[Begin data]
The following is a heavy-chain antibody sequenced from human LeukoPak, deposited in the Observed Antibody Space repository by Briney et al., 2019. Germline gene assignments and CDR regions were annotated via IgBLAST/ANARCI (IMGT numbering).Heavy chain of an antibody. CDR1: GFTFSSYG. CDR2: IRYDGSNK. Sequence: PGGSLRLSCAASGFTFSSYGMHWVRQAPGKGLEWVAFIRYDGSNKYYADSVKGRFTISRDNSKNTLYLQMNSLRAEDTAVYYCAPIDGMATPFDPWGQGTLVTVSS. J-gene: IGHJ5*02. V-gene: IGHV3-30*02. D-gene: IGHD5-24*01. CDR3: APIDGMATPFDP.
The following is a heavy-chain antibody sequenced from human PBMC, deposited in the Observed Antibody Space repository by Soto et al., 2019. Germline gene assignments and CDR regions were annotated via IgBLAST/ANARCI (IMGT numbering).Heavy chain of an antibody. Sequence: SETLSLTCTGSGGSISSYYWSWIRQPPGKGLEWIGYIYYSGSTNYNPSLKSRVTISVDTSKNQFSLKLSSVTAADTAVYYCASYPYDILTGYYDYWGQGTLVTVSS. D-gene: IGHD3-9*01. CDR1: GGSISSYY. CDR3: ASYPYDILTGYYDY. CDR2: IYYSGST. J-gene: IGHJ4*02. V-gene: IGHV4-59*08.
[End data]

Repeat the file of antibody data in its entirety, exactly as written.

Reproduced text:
The following is a heavy-chain antibody sequenced from human LeukoPak, deposited in the Observed Antibody Space repository by Briney et al., 2019. Germline gene assignments and CDR regions were annotated via IgBLAST/ANARCI (IMGT numbering).Heavy chain of an antibody. CDR1: GFTFSSYG. CDR2: IRYDGSNK. Sequence: PGGSLRLSCAASGFTFSSYGMHWVRQAPGKGLEWVAFIRYDGSNKYYADSVKGRFTISRDNSKNTLYLQMNSLRAEDTAVYYCAPIDGMATPFDPWGQGTLVTVSS. J-gene: IGHJ5*02. V-gene: IGHV3-30*02. D-gene: IGHD5-24*01. CDR3: APIDGMATPFDP.
The following is a heavy-chain antibody sequenced from human PBMC, deposited in the Observed Antibody Space repository by Soto et al., 2019. Germline gene assignments and CDR regions were annotated via IgBLAST/ANARCI (IMGT numbering).Heavy chain of an antibody. Sequence: SETLSLTCTGSGGSISSYYWSWIRQPPGKGLEWIGYIYYSGSTNYNPSLKSRVTISVDTSKNQFSLKLSSVTAADTAVYYCASYPYDILTGYYDYWGQGTLVTVSS. D-gene: IGHD3-9*01. CDR1: GGSISSYY. CDR3: ASYPYDILTGYYDY. CDR2: IYYSGST. J-gene: IGHJ4*02. V-gene: IGHV4-59*08.